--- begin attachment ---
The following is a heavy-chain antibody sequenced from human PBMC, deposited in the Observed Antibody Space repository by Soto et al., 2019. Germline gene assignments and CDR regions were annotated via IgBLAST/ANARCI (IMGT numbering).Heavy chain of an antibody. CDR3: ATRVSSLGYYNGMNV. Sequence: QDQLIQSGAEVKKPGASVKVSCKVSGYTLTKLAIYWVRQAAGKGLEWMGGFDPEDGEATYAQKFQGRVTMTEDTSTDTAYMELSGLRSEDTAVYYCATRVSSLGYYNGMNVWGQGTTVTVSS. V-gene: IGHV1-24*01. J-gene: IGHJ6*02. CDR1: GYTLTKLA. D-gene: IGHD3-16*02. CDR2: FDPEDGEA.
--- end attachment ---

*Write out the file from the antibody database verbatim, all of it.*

The following is a heavy-chain antibody sequenced from human PBMC, deposited in the Observed Antibody Space repository by Soto et al., 2019. Germline gene assignments and CDR regions were annotated via IgBLAST/ANARCI (IMGT numbering).Heavy chain of an antibody. CDR3: ATRVSSLGYYNGMNV. Sequence: QDQLIQSGAEVKKPGASVKVSCKVSGYTLTKLAIYWVRQAAGKGLEWMGGFDPEDGEATYAQKFQGRVTMTEDTSTDTAYMELSGLRSEDTAVYYCATRVSSLGYYNGMNVWGQGTTVTVSS. V-gene: IGHV1-24*01. J-gene: IGHJ6*02. CDR1: GYTLTKLA. D-gene: IGHD3-16*02. CDR2: FDPEDGEA.